Banking regulator launches consultations on mortgage rules, proposes additions – Business News

Loan risks increase

The Canadian Press – | Stories: 405884

Canada’s banking regulator is launching public consultations on existing and newly proposed mortgage lending rules as it says loan risks have increased considerably since the start of the COVID-19 pandemic.

The Office of the Superintendent of Financial Institutions says the consultations around the B-20 mortgage underwriting rules will focus on measures to ensure borrowers will be able to manage their debts.

A key part of the existing rules is the minimum qualifying rates, otherwise called the mortgage stress test, which forces borrowers to qualify for a mortgage at a 5.25 per cent interest rate, or two percentage points above the prime rate, with the higher of the two being the threshold.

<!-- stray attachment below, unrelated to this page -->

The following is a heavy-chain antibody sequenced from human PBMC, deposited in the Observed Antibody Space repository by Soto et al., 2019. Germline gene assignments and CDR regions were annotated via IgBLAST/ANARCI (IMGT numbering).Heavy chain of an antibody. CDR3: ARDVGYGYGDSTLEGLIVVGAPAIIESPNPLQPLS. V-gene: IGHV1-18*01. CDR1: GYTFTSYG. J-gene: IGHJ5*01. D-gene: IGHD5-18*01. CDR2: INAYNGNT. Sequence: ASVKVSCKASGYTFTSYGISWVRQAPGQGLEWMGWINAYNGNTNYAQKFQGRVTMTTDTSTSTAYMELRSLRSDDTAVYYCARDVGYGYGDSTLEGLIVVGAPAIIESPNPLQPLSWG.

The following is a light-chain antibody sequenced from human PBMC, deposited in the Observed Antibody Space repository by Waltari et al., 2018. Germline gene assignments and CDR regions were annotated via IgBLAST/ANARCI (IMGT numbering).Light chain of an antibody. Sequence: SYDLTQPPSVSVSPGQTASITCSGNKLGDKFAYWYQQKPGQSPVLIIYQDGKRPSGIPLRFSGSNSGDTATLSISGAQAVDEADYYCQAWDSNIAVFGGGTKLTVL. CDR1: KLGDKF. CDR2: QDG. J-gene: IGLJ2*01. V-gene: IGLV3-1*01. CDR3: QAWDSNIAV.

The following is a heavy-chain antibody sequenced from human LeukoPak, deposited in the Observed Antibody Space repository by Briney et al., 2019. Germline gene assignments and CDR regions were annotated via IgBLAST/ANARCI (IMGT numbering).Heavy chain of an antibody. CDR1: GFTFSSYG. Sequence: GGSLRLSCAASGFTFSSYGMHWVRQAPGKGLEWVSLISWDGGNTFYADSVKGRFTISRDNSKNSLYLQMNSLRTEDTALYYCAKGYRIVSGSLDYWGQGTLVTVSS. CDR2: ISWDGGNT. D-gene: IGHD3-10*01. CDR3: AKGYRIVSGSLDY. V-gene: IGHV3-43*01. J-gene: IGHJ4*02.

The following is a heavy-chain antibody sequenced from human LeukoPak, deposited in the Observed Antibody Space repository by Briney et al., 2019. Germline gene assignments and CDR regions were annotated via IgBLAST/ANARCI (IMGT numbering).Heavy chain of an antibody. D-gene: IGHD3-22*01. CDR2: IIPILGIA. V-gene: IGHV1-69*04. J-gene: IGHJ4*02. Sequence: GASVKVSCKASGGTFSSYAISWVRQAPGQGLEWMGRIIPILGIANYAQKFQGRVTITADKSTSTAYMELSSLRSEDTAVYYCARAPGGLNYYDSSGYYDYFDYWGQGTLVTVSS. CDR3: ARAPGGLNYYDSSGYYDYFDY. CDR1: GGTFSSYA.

OFSI says that while that safeguard has been helpful, more measures might be needed to reduce mortgage lending risks and has proposed several options.

It says it is looking for feedback on the potential to test borrowers on a loan-to-income and debt-to-income basis, measures that would restrict debt payments as a percentage of borrower income and an interest rate affordability test that would expand on the current stress test model.

Earlier this week Peter Routledge, head of OFSI, said at RBC’s bank CEO conference that he wants to be proactive on addressing concerns as systemic vulnerabilities including high debt levels have grown in recent quarters.